"3DGRAPE/AL:V2" denotes version 2 of the Three - Dimensional Grids About Anything by Poisson's Equation with Upgrades from Ames and Langley computer program. The preceding version, 3DGRAPE/AL, was described in "Improved 3DGRAPE" (ARC-14069) NASA Tech Briefs ,Vol.21, No.5 (May 1997), page 66. These programs are so named because they generate volume grids by iteratively solving Poisson's Equation in three dimensions. The grids generated by the various versions of 3DGRAPE have been used in computational fluid dynamics (CFD). The main novel feature of 3DGRAPE/AL:V2 is the incorporation of an optional scheme in which anisotropic Lagrange-based trans-finite interpolation (ALBTFI) is coupled with exponential decay functions to compute and blend interior source terms. In the input to 3DGRAPE/AL:V2 the user can specify whether or not to invoke ALBTFI in combination with exponential-decay controls, angles, and cell size for controlling the character of grid lines. Of the known programs that solve elliptic partial differential equations for generating grids, 3DGRAPE/AL:V2 is the only code that offers a combination of speed and versatility with most options for controlling the densities and other characteristics of grids for CFD.

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Conflict-Aware Scheduling Algorithm

An algorithm is being developed to automate NASA’s Deep Space Network antenna allocation. A conflict-aware scheduling algorithm is being developed to help automate the allocation of NASA’s Deep Space Network (DSN) antennas and equipment that are used to communicate with interplanetary scientific spacecraft. The current approach for scheduling DSN ground resources seeks to provide an equitable distribution of tracking services among the multiple scientific missions and is very labor intensive. Due to the large (and increasing) number of mission requests for DSN services, combined with technical and geometric constraints, the DSN is highly oversubscribed. To help automate the process, and reduce the DSN and spaceflight project labor effort required for initiating, maintaining, and negotiating schedules, a new scheduling algorithm is being developed.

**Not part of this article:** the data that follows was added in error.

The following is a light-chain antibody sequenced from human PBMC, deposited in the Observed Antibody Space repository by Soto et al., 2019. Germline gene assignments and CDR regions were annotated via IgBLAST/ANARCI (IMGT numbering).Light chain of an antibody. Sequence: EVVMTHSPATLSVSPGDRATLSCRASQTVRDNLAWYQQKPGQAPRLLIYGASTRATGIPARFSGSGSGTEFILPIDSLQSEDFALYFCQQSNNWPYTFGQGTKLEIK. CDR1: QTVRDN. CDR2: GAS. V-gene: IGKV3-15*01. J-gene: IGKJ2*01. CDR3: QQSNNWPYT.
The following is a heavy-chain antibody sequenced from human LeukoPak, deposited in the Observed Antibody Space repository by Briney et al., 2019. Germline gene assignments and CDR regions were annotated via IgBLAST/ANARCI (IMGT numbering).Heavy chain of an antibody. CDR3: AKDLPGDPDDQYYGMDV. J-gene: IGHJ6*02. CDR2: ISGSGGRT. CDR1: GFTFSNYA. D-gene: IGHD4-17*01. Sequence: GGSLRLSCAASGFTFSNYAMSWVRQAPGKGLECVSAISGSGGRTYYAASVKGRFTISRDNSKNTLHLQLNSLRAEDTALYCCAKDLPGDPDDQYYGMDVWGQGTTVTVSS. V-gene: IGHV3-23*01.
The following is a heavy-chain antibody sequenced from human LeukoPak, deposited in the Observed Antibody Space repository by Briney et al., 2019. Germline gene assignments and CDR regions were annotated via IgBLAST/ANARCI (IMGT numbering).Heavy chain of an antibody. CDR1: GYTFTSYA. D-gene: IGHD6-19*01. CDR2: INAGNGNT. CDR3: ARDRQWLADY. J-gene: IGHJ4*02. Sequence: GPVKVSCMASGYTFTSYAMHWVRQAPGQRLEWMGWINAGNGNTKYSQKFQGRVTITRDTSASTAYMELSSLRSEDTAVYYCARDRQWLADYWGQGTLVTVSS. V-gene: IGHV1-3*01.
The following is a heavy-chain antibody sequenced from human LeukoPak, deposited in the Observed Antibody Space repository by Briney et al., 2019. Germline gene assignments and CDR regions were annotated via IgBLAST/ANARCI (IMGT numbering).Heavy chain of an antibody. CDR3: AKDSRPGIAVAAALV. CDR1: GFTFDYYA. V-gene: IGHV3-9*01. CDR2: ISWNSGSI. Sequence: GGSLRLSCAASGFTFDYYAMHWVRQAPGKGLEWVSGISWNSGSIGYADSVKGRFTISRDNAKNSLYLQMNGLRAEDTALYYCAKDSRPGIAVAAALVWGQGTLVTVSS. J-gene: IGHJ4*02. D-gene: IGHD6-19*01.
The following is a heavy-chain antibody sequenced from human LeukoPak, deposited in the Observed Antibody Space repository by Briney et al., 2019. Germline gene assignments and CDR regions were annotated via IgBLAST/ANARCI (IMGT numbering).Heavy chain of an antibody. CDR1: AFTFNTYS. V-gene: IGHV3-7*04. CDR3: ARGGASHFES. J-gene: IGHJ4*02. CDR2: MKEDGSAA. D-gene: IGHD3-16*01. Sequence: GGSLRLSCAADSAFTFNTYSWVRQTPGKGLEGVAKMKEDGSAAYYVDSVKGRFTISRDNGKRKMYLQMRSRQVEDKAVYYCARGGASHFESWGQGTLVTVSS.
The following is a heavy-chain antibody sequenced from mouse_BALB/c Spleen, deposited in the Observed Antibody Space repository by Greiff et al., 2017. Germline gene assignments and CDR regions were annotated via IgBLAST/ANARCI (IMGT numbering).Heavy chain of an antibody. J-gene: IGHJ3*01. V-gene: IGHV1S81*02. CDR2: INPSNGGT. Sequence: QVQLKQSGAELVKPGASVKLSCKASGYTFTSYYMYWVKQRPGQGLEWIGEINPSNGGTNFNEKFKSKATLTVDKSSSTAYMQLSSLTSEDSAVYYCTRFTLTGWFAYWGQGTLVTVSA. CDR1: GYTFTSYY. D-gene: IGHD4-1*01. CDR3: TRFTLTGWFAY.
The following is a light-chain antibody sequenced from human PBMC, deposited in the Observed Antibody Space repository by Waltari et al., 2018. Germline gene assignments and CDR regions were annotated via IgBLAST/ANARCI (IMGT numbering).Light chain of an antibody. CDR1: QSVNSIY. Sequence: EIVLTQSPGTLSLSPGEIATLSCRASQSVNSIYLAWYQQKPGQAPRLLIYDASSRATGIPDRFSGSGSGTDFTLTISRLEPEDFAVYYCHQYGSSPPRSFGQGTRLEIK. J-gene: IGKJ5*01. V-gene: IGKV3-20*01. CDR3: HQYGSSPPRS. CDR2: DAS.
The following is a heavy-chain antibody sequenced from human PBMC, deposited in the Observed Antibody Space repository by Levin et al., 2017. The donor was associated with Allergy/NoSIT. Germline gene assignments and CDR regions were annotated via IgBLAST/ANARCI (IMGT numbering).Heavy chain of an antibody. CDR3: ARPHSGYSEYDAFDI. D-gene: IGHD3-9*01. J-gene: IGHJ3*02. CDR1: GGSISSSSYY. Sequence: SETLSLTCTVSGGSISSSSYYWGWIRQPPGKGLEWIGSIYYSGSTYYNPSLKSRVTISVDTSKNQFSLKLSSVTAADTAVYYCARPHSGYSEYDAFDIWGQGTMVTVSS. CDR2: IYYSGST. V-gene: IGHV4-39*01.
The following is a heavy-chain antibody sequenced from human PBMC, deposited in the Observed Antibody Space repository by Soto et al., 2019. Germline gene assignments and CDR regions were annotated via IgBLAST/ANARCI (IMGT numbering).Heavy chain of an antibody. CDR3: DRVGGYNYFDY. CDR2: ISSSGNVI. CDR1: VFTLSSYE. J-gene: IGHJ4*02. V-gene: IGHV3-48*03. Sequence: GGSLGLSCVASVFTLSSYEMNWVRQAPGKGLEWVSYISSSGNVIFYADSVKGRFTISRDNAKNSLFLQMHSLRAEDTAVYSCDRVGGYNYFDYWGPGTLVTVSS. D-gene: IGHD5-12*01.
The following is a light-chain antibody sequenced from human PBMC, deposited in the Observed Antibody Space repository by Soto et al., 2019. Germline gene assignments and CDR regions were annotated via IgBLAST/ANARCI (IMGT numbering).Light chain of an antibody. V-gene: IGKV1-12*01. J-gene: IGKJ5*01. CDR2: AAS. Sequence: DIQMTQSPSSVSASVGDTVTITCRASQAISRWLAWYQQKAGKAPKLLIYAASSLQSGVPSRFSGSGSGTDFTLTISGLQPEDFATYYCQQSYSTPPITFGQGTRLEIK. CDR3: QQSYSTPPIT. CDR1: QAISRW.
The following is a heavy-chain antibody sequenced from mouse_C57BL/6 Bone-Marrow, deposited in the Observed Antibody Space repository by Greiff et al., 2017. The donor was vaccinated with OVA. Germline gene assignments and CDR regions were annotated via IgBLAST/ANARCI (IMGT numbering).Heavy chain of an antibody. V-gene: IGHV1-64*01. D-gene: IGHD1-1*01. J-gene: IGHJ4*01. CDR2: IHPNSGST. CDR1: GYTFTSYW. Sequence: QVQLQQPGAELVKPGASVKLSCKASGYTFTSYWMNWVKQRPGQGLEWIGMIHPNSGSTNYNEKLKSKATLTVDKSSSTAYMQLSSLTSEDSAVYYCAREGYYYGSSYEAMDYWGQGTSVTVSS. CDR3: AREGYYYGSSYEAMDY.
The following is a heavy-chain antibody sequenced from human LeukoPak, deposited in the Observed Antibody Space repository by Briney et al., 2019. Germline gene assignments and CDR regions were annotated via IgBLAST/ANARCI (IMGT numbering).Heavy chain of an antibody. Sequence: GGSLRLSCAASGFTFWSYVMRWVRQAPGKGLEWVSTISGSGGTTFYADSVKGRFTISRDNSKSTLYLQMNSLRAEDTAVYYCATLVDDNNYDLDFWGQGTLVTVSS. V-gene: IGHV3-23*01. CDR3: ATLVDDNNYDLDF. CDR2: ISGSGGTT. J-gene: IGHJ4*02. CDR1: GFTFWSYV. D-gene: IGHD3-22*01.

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Real-Time Diagnosis of Faults Using a Bank of Kalman Filters

Gradual changes associated with aging are taken into account in the diagnostic process. A new robust method of automated real-time diagnosis of faults in an aircraft engine or a similar complex system involves the use of a bank of Kalman filters. In order to be highly reliable, a diagnostic system must be designed to account for the numerous failure conditions that an aircraft engine may encounter in operation. The method achieves this objective though the utilization of multiple Kalman filters, each of which is uniquely designed based on a specific failure hypothesis. A fault-detection- and-isolation (FDI) system, developed based on this method, is able to isolate faults in sensors and actuators while detecting component faults (abrupt degradation in engine component performance). By affording a capability for real-time identification of minor faults before they grow into major ones, the method promises to enhance safety and reduce operating costs.